> On 11 Mar 2018, at 18:29, Frank Heckenbach <f.heckenb...@fh-soft.de> wrote:
> Hans Åberg wrote:
>> In old computers, such a limit might have been seen as necessary.
> I don't think so. I think I was due to the implementation in C where
> dynamic data structures are much more effort to write. Otherwise
> it's better to let the programs use as much memory as they can (by
> system limits, ulimit, etc.) and not impose arbitrary limits.

But the C parser has had dynamic allocations up to the limit as far as I 
recall, the 1990s. And there are POSIX specs for YACC.

>>>       vector  deque
>>> %left   7.7s    7.9s
>>> %right  8.9s    9.5s
>>> So go ahead and use deque if you prefer, but now I'm even less
>>> convinced it's worth it. :)
>> It is a good chance it varies with the application.
> Maybe if you use an unreasably large type for a semantic value, or a
> type that has an expensive copy constructor and no move constructor.
> Both are like "don't do that" kind of things, but if you really need
> to, as I said you'll be able to use deque.

It best is to time in the specific application , if one thinks it is critical.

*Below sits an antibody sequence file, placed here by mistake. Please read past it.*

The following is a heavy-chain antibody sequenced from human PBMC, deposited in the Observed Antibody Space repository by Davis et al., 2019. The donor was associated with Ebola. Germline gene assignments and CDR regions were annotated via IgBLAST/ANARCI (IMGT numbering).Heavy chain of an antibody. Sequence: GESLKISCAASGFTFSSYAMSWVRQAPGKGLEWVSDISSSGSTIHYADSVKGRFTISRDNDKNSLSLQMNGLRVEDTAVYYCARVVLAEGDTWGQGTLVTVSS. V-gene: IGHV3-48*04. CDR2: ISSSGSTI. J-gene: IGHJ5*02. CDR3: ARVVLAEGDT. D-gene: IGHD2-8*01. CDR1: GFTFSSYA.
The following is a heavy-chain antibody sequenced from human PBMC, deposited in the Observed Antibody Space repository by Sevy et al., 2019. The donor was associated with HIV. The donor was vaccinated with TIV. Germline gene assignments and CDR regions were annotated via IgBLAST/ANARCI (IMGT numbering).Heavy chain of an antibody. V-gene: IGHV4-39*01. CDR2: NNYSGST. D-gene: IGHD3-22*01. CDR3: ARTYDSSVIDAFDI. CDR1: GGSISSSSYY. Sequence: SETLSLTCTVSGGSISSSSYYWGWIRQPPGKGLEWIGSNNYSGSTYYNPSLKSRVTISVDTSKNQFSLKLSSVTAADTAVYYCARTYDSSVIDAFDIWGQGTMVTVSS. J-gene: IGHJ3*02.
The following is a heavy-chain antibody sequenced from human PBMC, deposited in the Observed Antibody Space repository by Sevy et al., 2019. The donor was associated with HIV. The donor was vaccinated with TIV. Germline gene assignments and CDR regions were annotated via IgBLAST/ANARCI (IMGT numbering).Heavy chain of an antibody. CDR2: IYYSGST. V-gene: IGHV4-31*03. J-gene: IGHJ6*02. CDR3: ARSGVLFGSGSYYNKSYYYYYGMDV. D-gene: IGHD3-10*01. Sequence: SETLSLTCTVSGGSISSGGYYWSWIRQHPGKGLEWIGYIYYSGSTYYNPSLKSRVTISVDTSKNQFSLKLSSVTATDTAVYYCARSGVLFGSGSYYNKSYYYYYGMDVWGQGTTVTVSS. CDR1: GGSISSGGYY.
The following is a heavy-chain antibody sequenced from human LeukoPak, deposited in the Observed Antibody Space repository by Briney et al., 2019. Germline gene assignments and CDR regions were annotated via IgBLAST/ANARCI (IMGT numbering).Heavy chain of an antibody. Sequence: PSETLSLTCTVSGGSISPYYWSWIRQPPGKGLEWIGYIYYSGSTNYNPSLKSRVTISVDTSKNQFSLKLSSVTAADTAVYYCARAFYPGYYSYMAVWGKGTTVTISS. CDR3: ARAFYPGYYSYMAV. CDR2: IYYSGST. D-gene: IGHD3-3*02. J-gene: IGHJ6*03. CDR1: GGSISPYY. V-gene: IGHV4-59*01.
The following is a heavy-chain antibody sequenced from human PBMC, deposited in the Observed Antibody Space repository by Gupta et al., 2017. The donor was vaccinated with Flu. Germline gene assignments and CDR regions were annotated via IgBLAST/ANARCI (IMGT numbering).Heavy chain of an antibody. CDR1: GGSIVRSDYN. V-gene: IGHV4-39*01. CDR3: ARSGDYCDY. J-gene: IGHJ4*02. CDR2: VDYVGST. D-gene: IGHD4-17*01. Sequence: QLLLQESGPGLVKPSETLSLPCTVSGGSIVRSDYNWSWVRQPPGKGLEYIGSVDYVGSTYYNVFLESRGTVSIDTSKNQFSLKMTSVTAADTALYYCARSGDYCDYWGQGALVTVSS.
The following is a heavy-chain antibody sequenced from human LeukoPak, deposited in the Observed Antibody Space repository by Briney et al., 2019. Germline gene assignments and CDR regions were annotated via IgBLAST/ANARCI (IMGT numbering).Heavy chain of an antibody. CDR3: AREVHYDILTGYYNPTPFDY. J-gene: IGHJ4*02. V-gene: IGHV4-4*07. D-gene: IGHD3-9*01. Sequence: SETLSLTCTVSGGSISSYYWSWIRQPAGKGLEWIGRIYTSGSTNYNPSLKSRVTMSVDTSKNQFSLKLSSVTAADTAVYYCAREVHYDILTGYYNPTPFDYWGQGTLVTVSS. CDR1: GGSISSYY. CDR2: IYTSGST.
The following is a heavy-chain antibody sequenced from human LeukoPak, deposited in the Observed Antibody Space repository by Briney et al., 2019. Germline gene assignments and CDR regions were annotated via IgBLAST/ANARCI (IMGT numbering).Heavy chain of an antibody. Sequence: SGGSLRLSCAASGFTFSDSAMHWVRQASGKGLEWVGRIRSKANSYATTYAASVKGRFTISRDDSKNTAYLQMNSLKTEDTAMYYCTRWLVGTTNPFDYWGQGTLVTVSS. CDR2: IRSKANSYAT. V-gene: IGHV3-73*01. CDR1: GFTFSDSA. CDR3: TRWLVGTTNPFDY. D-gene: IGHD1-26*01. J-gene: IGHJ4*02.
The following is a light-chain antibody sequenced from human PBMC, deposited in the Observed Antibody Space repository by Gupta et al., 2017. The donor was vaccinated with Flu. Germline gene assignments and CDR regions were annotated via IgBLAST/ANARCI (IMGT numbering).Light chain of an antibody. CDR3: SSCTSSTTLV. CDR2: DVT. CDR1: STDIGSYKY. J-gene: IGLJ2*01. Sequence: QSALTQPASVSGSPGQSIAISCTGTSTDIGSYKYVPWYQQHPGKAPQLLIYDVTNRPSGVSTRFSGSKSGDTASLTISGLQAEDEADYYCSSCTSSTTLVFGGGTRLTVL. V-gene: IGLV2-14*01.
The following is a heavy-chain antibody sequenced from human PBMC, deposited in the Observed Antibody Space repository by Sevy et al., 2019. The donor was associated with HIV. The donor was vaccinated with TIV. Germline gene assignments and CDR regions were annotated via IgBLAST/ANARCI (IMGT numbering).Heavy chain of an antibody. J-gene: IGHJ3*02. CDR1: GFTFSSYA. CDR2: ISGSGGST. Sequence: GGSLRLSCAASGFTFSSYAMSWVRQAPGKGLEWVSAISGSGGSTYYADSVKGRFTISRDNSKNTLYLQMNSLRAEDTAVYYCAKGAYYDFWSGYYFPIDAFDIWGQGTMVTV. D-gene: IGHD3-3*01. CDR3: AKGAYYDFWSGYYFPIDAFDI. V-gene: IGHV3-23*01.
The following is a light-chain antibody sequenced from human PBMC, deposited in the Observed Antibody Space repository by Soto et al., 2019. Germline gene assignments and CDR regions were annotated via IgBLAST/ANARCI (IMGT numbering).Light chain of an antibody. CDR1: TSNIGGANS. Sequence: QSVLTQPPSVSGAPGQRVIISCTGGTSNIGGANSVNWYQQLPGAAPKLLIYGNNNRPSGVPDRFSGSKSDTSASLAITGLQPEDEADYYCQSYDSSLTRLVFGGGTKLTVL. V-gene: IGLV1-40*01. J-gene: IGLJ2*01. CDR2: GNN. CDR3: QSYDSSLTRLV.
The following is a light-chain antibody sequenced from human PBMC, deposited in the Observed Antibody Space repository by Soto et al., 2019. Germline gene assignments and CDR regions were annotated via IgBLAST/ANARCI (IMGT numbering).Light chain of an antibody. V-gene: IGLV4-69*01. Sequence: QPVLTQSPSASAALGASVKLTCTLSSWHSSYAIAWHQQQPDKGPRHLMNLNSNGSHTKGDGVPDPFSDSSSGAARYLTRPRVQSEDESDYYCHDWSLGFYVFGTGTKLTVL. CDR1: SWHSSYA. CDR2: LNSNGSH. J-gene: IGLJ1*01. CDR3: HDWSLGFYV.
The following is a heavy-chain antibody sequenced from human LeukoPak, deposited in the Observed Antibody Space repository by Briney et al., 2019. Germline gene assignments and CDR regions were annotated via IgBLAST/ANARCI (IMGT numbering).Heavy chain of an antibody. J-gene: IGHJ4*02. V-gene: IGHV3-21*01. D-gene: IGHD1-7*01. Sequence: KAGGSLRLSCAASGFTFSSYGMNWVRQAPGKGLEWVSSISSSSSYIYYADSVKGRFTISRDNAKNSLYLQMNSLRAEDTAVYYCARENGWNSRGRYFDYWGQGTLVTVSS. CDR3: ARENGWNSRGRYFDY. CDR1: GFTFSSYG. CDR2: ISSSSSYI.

>>> In fact that's interesting to me outside of Bison. In another
>>> program I wrote in a different language long time ago which doesn't
>>> use Bison, I had implemented a double indirect allocation much like
>>> deque.
>> Called handles. They may be required if objects pointed to need to move, as 
>> in a two space copy gc.
> I know what handles are. Handle use double indirection, but not all
> double indirection means handles. Deque needs double indirection to
> go to the block, then to the item, whereas vector can go to the item
> directly.

It the past double indirection was considered slow, but today it is best to 
test the specific application.

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